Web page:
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Summary

This project focuses on communication practices in order to understand how citizenship and political participation are constructed in relation to climate change, energy policies and other environmental issues. COMPOLIS also aims to shed light on people’s views of their political selves and of spaces for participation and engagement, and to draw connections between those perceptions and different discursive constructions of politics and citizenship.

In the last few decades, processes of political decision-making on several types of issues have been adjusted in order to ensure that ‘the public’ has a say. In fact, public participation and citizen engagement with policy-making are widely called for in academic and political circles, but, as shown by existing research, such engagement is rather limited and constrained in its potential.

Despite the difficulties involved in public participation, contemporary societies are faced with major challenges that can only be effectively addressed with sustained citizen engagement. Climate change and energy security are two of those key challenges, which are tightly related.

The far-reaching transformations that are needed to respond to climate change and to move to a different model of energy production and use require citizens engagement at the political level: decisions have to be made in a democratic way that is simultaneously inclusive and effective in the long-term.

This project will focus on public participation in political processes associated with climate change, energy and other key environmental issues, and will look at the role of discursive practices (e.g. political and institutional texts, media texts, texts from non-governmental organizations) in political engagement.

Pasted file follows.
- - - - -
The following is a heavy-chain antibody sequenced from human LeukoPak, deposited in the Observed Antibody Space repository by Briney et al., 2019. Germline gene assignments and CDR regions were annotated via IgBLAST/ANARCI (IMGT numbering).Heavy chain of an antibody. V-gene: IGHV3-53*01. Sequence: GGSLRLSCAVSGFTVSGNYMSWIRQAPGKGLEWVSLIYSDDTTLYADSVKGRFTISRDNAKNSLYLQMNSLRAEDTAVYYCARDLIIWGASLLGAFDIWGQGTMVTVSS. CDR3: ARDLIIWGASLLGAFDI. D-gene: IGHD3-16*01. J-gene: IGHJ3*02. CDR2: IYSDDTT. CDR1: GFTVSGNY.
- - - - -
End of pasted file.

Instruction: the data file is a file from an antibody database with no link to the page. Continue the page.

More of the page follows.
People’s understanding of political processes and of the role of citizens therein is mediated by different forms of communication, such as political, media and civic discourses. Yet, thorough communication studies of political engagement are missing.

Little is known about people’s sense of their political selves, the extent to which they feel that they can impact on policy-making and the extent to which all of this connects to different discourses. In other words, the symbolic conditions that shape citizens’ disposition to engage (or not) with political processes are crucial to democratic politics but clearly under-researched.

COMPOLIS is concerned with how communication practices may or not contribute to transform political engagement. The project looks at citizenship and political engagement as social constructs that are mediated by multiple communication practices and examines the relation between a sense of political powerlessness and the symbolic environment in which current democratic politics is enacted, as well as how a new social movement may open up new political possibilities.

 It involves an analysis of political participation and political subjectivities in relation to climate change, energy and other environmental issues, to be conducted through interviews, focus groups and text analysis, as well as an in-depth study of engagement within Transition, an international movement that promotes social change to address climate change and energy challenges. This latter study will be carried out through interviews, observation and text analysis.